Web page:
The 6 Emotional Stages Of Using Eyebrow Pencils, Or How I Got Over My Fear Of Looking Too Drawn On
About a month ago, my friend, a makeup artist with a fetish for strong brows, suggested I use an eyebrow pencil to fill in these two pesky, sparse spots in my eyebrows on either side of the bridge of my nose. I was instantly skeptical, since I always thought using eyebrow pencils would be a messy headache. Penciled in brows are too obvious and look, well, fake, often screaming "Hey, look, I colored on my face this morning!"
Plus, not everyone can pull off Cara Delevingne brows. I'd always shrugged off brow pencil as a not needed, additional step to an already packed morning routine. But then again, I also disliked these two erratic brow spots enough to try something new. Since this MUA friend never steers me wrong, I decided to take the plunge, despite my initial "Yeah, this probably won't work" thoughts. Full, thick brows are innately youthful, so why not?
I grabbed a black/brown pencil by Rimmel with a brush on the cap and, after two days of use, I was hooked. It was definitely a "where have you been all my life" moment. I loved the result and now use it daily, playing with how much I want to fill things in and incorporating the pencil into my routine before I add shadow/liner primer. Even my hairstylist Sarah noticed it when she cut my hair this weekend, asking me if she could cut my bangs even shorter to show off my fuller-looking brows. Yeah, it was that noticeable. I've even been playing with filling out the ends of my brows at my temples.
But this wasn't the easiest place to get to, because I'm highly aware of when thin-browed people use pencil or even tattoo their brows into an immovable shape. It looks fake. because it is fake. An old boss got her brows tattooed after years of overplucking and it was like "Whoa" jarring and very unnatural.
Here are my erratic brows. Notice the sparseness at the bridge. How can you not, right? It's so obvs. They needed to be rounded and cleaned up.
Here they are filled in, from a distance. I really just want to show off my awesome and cleaned up long layers.
There they are up close, fuller and cleaner, with no sparseness in this dog selfie.
However, these are the stages I went through to get to this point!
1. The "Grumble, Grumble" Skepticism Stage
Grumble, grumble. I use the most cosmetic products on or around my eyes. Eyeliner, eye shadow, mascara, eye shadow primer, and brow brush. The notion of adding a brow pencil made me worry that I would look too busy around the eyes. Plus, I didn't need another step added to an already time-consuming morning routine. So I was hesitant... for far too long, I would eventually learn.
2. The "But I Really Hate Those Sparse Spots" Stage
At some point after my convo with Samantha, my MUA friend, I was reminded how much I hate those sparse spots. Waxing and threading does not fix or help the fact that the hair is a bit thinner and has an erratic growth pattern. It was around this phase that I decided, "Let me try it. I can always wipe it off" (which, BTW, is a makeup golden rule you should always adhere to).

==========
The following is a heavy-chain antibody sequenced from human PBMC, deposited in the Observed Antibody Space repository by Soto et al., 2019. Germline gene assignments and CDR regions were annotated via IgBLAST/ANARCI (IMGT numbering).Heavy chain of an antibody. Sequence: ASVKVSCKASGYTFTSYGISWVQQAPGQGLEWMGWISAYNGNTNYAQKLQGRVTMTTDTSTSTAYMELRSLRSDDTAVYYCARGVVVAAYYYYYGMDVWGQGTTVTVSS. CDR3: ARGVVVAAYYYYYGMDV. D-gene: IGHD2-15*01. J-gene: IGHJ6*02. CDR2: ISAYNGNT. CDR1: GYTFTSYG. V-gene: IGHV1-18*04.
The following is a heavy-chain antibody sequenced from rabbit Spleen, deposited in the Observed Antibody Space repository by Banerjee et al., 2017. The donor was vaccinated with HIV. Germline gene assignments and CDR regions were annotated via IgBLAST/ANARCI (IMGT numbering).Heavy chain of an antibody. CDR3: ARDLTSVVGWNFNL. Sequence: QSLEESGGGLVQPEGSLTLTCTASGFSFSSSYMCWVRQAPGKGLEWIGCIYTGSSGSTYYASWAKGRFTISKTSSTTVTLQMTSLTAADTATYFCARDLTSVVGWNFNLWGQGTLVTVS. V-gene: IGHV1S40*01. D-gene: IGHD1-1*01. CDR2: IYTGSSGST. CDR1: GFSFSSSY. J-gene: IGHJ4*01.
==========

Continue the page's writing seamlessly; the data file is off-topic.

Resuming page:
3. The "Pick The Right Pencil" Stage
Another makeup golden rule is that it's okay to buy a mass market or inexpensive product when trying something new. Don't shell out a wad of cash for something you might end up hating. Even though I have been gifted with plenty of free brow pencils over the years, I decided to hit Target to try a cheapie. Rimmel, whose Exaggerate Eyeliner is a holy grail product for me, won the battle. I liked that the cap had a brush on it.
4. The "Instant Gratification" Stage
I didn't even wait until I got home to play with the brow pencil. The lighted mirror in my car worked just fine. I lightly rubbed the pencil tip over the sparse section and it quickly became filled out, thicker-looking, and even with the rest of my brows. I experienced immediate gratification. On to the next brow.
5. The "People Are Noticing And I Feel Good" Stage
Even though I wear sunglasses for, like, 80 percent of my life, you can still see my brows from behind the shades and the people who see me all the time totally noticed my brown makeover. Sarah, my stylist, was like, "OMG, your brows! Let's do shorter bangs to show them off. They totally frame your eyes." So we did.
6. The "Desire To Try More New Things" Stage
I now do brow pencil daily, but now I am wondering if there are other brands at the higher end of the spectrum that I should try. I love to play with different colors of smoky eyes (purple! brown! sunset!) and I have been doing a more drastic flick with my cat eye, so I will venture into trying darker or even thicker brows, and use different formulations of brow pencils.
Overall, these stages have taught me something more important than how to get fuller, better framing, Cara Delevingne-inspired brows and how to get rid of sparse brow sections. You can and you should try new things when it comes to cosmetics and makeup. Nothing is permanent! One swipe of a moist towelette and you can start right over. If it works, keep doing it. If it doesn't, move on. That, ladies, is the beauty of makeup.
Images: Amy Sciarretto (2); Giphy (6)